URL of this page: http://freefacebookcredits2012.info/labtests/glucoseinurinetest.html

Glucose in Urine Test

What is a Glucose in Urine Test?

A glucose in urine test measures the amount of glucose in your urine. Glucose is a type of sugar. It is your body's main source of energy. A hormone called insulin helps move glucose from your bloodstream into your cells. If too much glucose gets into the blood, the extra glucose will be eliminated through your urine. A urine glucose test can be used to help determine if blood glucose levels are too high, which may be a sign of diabetes.

Other names: urine sugar test; urine glucose test; glucosuria test

What is it used for?

A glucose in urine test may be part of a urinalysis, a test that measures different cells, chemicals, and other substances in your urine. Urinalysis is often included as part of a routine exam. A glucose in urine test may also be used to screen for diabetes. However, a urine glucose test is not as accurate as a blood glucose test. It may be ordered if blood glucose testing is difficult or not possible. Some people can't get blood drawn because their veins are too small or too scarred from repeated punctures. Other people avoid blood tests due to extreme anxiety or fear of needles.

Why do I need a glucose in urine test?

You may get a glucose in urine test as part of your regular checkup or if you have symptoms of diabetes and cannot take a blood glucose test. Symptoms of diabetes include:

  • Increased thirst
  • More frequent urination
  • Blurred vision
  • Fatigue

You may also need a urinalysis, which includes a glucose in urine test, if you are pregnant. If high levels of glucose in urine are found, it may indicate gestational diabetes. Gestational diabetes is form of diabetes that happens only during pregnancy. Blood glucose testing can be used to confirm a diagnosis of gestational diabetes. Most pregnant women are tested for gestational diabetes with a blood glucose test, between their 24th and 28th weeks of pregnancy.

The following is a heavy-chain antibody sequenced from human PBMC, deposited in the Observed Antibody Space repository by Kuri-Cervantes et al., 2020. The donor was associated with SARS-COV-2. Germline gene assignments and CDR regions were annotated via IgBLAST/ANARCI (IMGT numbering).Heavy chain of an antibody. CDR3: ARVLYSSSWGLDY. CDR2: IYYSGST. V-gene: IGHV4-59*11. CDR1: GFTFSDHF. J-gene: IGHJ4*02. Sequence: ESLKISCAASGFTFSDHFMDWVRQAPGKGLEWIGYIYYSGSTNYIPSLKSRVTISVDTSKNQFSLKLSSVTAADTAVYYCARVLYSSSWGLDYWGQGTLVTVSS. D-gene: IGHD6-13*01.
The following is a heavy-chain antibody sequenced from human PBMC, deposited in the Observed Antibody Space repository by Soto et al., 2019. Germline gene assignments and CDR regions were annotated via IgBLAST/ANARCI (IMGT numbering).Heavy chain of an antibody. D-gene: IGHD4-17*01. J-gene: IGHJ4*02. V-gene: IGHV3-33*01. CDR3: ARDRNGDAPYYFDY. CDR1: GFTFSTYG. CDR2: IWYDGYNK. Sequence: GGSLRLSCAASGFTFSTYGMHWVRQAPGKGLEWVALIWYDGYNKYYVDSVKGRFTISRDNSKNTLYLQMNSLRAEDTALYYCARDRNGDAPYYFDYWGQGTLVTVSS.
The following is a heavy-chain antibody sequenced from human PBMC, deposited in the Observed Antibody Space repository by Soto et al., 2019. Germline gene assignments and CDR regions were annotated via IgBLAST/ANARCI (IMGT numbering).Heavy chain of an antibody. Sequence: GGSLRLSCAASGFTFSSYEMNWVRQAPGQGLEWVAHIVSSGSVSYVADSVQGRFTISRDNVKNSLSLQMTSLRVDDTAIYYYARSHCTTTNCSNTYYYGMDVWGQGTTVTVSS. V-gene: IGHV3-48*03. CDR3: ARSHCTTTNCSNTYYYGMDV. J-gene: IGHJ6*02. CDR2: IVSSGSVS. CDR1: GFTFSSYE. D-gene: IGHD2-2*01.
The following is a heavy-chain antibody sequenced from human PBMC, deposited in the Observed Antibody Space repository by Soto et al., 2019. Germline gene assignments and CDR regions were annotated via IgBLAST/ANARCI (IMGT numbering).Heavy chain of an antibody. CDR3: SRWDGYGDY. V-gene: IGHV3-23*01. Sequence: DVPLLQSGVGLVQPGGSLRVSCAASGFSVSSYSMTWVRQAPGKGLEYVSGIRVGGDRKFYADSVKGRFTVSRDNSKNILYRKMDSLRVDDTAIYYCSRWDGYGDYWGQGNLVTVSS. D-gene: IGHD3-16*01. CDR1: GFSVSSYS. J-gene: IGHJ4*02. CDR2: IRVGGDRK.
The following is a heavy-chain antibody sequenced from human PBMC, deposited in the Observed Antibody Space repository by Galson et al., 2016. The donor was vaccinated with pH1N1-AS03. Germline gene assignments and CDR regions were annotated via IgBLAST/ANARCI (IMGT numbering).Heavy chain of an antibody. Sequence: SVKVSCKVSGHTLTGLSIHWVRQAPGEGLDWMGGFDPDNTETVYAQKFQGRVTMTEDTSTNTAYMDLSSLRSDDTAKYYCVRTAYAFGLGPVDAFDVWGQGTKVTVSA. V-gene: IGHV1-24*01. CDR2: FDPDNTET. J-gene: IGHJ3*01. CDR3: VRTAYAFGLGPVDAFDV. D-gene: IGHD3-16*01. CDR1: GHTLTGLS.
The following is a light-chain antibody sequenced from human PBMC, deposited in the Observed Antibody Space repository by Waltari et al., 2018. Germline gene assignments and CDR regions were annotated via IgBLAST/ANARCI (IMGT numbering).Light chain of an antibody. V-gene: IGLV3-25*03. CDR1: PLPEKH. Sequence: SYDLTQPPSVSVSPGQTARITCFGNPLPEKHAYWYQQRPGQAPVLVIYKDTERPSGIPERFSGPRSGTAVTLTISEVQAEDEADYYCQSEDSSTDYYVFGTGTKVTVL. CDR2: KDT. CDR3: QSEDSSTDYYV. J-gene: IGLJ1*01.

What happens during a glucose in urine test?

If your urine glucose test is part of a urinalysis, you will need to provide a sample of your urine. During your office visit, you will receive a container in which to collect the urine and special instructions to ensure the sample is sterile. These instructions are often referred to as the "clean catch method." The clean catch method includes the following steps:

  1. Wash your hands.
  2. Clean your genital area with a cleansing pad. Men should wipe the tip of their penis. Women should open their labia and clean from front to back.
  3. Start to urinate into the toilet.
  4. Move the collection container under your urine stream.
  5. Collect at least an ounce or two of urine into the container, which should have markings to indicate the amount.
  6. Finish urinating into the toilet.
  7. Return the sample container as instructed by your health care provider.

Your health care provider may ask you to monitor your urine glucose at home with a test kit. He or she will provide you with either a kit or a recommendation of which kit to buy. Your urine glucose test kit will include instructions on how to perform the test and a package of strips for testing. Be sure to follow the kit instructions carefully, and talk to your health care provider if you have any questions.

Will I need to do anything to prepare for the test?

You don't need any special preparations for this test.

Are there any risks to the test?

There is no known risk to having a glucose in urine test.

What do the results mean?

Glucose is not normally found in urine. If results show glucose, it may be a sign of: